The situation with cardiovascular diseases in Almaty might shed light on the contrasting nature of achievements in Kazakhstan more broadly. Although the former capital is the most economically developed part of the country with arguably the best quality of healthcare service, its rates of CVDs have been on the rise. According to the findings of Kazakhstan’s Medical University “KSPH,” cardiovascular diseases grew by 5 percent nationwide during 2013-2016, while numbers in Almaty jumped by 22 percent. The difference reflects better detectability, availability of screenings, and improved awareness among the public. As a result, the situation across the country and particularly throughout rural and remote areas might be much worse — with the lower nationwide rise in CVDs a product of less robust detention and not a healthier population.
The positive official attitudes do not seem to be shared by those who face the realities of local healthcare every day. Aizhan Nurgazinova, a journalist, says, “Although the society is optimistic about the new insurance program, there are serious debates about safety of the fund and whether it could cover required amounts of services and meet the quality.”
Nurgazinova further compares new state-run programs to a many years struggle with chronic diseases. “Progressive reforms are being adopted, the best international experience introduced, but the output is not exactly what society is waiting for,” she adds. “Even though new measures improve the overall situation, positive changes happen too slowly. There is still a deficit of qualified personnel that pushes some patients to wait for months; many doctors almost never write prescriptions with foreign medicines and choose local ones instead. As a result, those who could afford apply to private healthcare services,” she concludes.
Some specialists that asked to stay unnamed expressed doubts. “Although such program as Disease Management looks great on the paper, it faces hurdles when applied within settings of rural or remote areas. Only 12 minutes are allocated for a reception of one patient and doctors don’t have enough time to listen to the heart properly, measure blood pressure, not to mention convey conversations about health awareness.”
There is also a lack of cardiologists in primary healthcare throughout rural areas, as well as insufficient continuity between different stages of medical care. There are likewise unspoken speculations about available data being allegedly selectively used to correspond with the official narrative of success and achievements, which does not contribute to the fair and impartial discussion of problems. Then there is persisting ineffectiveness in policies for improving socioeconomic factors to combat excessive alcohol and tobacco consumption, as well as levels of sodium intake.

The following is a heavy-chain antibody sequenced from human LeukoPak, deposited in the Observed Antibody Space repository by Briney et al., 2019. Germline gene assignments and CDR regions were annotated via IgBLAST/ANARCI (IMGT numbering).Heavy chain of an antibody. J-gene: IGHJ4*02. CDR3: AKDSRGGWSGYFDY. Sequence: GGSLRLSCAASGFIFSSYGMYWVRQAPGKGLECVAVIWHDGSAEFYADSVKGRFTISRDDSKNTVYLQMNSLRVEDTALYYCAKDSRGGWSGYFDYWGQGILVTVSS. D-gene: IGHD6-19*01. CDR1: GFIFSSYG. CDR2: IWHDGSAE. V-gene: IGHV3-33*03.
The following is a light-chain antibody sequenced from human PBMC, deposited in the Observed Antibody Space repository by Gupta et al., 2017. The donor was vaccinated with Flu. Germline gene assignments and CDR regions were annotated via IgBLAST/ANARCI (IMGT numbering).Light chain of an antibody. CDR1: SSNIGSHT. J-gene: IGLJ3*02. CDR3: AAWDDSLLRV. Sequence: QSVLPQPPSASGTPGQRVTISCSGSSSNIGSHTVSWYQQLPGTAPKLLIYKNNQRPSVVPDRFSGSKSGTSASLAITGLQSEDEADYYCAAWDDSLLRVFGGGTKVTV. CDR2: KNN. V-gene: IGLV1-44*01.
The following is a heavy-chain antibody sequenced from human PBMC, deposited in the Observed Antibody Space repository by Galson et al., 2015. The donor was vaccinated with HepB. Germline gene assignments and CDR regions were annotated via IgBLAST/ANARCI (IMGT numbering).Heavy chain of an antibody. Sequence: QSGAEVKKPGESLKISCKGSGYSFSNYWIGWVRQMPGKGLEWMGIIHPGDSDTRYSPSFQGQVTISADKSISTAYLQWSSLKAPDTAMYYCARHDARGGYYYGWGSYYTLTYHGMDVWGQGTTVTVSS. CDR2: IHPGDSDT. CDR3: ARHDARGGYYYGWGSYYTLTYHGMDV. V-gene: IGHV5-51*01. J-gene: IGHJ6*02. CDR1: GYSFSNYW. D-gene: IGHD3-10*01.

It is also not evident whether officials are prepared to effectively tackle corruption. According to the latest report by Transparency International, Kazakhstan ranks 122nd in the Corruption Perceptions Index. Although there have been a number of high-ranked arrests in the past — former Kazakh Health Minister Zhaqsylyq Dosqaliev was sentenced to seven years in prison for corruption in 2011 and several officials of the ministry detained over allegations of bribery and lobbying in 2017 — a decisive and effective nationwide anti-corruption program is still missing. There is a pressuring need for a solid stance in addressing widespread violations in hospitals and specifically among low-paid staff, who are routinely accused of taking bribes to supply services and prescriptions.
Although multiple problems remain, general attitudes about the nation’s healthcare system are moderately positive. “There is a substantial difference of what we faced 10 years ago; there have been lots of positive changes that are impossible to disregard,” claims Gulnara Kurmanbekova, associate professor of cardiology at Kazakh Medical University of Continuing Education. “We’ve witnessed increased implementation of American and European standards; I’m optimistic about the direction we are heading to,” she added.
Whether the above-mentioned difficulties are going to be tackled or not is still a matter of discussion. It is, however, obvious that further changes are impossible to convey without a more fundamental approach and long-term strategic solutions that would not only epitomize the Central Asian nation’s capacity to break away from a troubled legacy, but establish an effective healthcare system.
Dmitriy Frolovskiy is a political analyst and independent journalist. He is a consultant on policy and strategy in the Middle East and Central Asia.
Special thanks to Inna Lechshinskaya-Popova, a senior lecturer of the Kazakh Medical University of Continuing Education, for helping with data.